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The Inducible Role of Ambient Particulate Matter in Cancer Progression via Oxidative Stress-Mediated Reactive Oxygen Species Pathways: A Recent Perception

by 1,2,3,4,†, 5,†, 5, 6,7,8, 7,9,10, 11,12 and 5,*
1
Department of Orthopaedic Surgery, Chang Gung Memorial Hospital, Puzi City, Chiayi County 613, Taiwan
2
Department of Nursing, Division of Basic Medical Sciences, Chronic Diseases and Health Promotion Research Center, Chang Gung University of Science and Technology, Puzi City, Chiayi County 613, Taiwan
3
Department of Safety Health and Environmental Engineering, Ming Chi University of Technology, New Taipei City 243, Taiwan
4
College of Medicine, Chang Gung University, Guishan District, Taoyuan City 333, Taiwan
5
School of Dentistry, College of Oral Medicine, Taipei Medical University, Taipei 110, Taiwan
6
Chronic Disease and Health Promotion Research Center, Chang Gung University of Science and Technology, Chiayi County 613, Taiwan
7
Division of Pulmonary and Critical Care Medicine, Chiayi Chang Gung Memorial Hospital, Chiayi County 613, Taiwan
8
Department of Respiratory Care, Chang Gung University of Science and Technology, Chiayi County 613, Taiwan
9
Department of Nursing, Chang Gung University of Science and Technology, Puzi City 613, Taiwan
10
Graduate Institute of Clinical Medical Sciences, College of Medicine, Chang Gung University, Taoyuan 333, Taiwan
11
Center for Environmental Toxin and Emerging-Contaminant Research, Cheng Shiu University, Kaohsiung 833, Taiwan
12
Super Micro Research and Technology Center, Cheng Shiu University, Kaohsiung 833, Taiwan
*
Author to whom correspondence should be addressed.
These authors contributed equally to this work.
Cancers 2020, 12(9), 2505; https://doi.org/10.3390/cancers12092505
Received: 8 August 2020 / Revised: 26 August 2020 / Accepted: 2 September 2020 / Published: 3 September 2020
Particulate matter, especially the fine fraction PM2.5, is officially stated as carcinogenic to human. There are compelling evidences on the association between PM2.5 exposure and lung cancer, and there are also some preliminary data reporting the significant links between this fraction with non-lung cancers. The underlying mechanisms remain unclear. Further studies related to such scope are highly required. The purpose of this work is to systemically analyze recent findings concerning the relationship between PM2.5 and cancer, and to thoroughly present the oxidative stress pathways mediated by reactive oxygen species as the key mechanism for carcinogenesis induced by PM2.5. This will provide a more comprehensive and updated knowledge regarding carcinogenic capacity of PM2.5 to both clinicians and public health workers, contributing to preventive and therapeutic strategies to fight against cancer in human.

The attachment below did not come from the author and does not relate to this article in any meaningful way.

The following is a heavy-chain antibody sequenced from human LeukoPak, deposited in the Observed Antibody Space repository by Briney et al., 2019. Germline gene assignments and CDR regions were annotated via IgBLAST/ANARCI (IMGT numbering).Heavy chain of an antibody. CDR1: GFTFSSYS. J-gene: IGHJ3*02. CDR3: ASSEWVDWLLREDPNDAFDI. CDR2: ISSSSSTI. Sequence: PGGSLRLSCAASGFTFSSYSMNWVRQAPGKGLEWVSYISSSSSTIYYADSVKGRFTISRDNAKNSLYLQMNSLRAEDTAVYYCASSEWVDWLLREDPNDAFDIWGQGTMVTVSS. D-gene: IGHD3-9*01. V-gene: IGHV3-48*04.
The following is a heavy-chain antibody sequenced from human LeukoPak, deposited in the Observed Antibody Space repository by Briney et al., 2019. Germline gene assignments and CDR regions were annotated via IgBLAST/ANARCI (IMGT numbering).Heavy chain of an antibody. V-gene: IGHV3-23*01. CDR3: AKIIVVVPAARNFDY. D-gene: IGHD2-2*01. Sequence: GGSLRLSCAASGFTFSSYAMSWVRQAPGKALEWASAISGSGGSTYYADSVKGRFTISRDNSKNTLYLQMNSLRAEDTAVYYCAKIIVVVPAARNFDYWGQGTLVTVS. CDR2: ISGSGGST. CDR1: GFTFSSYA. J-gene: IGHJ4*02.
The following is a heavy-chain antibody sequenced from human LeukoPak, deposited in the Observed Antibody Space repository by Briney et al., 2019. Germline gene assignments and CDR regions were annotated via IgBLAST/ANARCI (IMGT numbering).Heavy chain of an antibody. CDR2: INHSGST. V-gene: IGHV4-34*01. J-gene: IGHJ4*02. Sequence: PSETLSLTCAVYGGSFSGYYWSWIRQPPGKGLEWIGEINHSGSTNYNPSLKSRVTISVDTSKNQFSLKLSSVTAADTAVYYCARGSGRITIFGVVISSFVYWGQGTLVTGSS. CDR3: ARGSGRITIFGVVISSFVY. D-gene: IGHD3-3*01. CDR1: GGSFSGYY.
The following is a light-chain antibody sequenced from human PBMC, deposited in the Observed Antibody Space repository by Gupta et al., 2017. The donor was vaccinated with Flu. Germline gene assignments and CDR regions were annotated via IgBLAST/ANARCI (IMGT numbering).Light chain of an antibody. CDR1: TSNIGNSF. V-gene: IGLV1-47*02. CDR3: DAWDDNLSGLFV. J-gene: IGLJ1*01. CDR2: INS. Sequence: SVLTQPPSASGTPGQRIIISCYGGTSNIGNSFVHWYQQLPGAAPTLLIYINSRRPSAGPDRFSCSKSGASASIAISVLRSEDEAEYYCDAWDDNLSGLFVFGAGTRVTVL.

Cancer is one of the leading causes of premature death and overall death in the world. On the other hand, fine particulate matter, which is less than 2.5 microns in aerodynamic diameter, is a global health problem due to its small diameter but high toxicity. Accumulating evidence has demonstrated the positive associations between this pollutant with both lung and non-lung cancer processes. However, the underlying mechanisms are yet to be elucidated. The present review summarizes and analyzes the most recent findings on the relationship between fine particulate matter and various types of cancer along with the oxidative stress mechanisms as its possible carcinogenic mechanisms. Also, promising antioxidant therapies against cancer induced by this poison factor are discussed. View Full-Text
Keywords: cancer; particulate matter; oxidative stress; antioxidant; redox signaling pathways; carbon monoxide releasing molecules cancer; particulate matter; oxidative stress; antioxidant; redox signaling pathways; carbon monoxide releasing molecules
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MDPI and ACS Style

Lee, C.-W.; Vo, T.T.T.; Wu, C.-Z.; Chi, M.-C.; Lin, C.-M.; Fang, M.-L.; Lee, I.-T. The Inducible Role of Ambient Particulate Matter in Cancer Progression via Oxidative Stress-Mediated Reactive Oxygen Species Pathways: A Recent Perception. Cancers 2020, 12, 2505.

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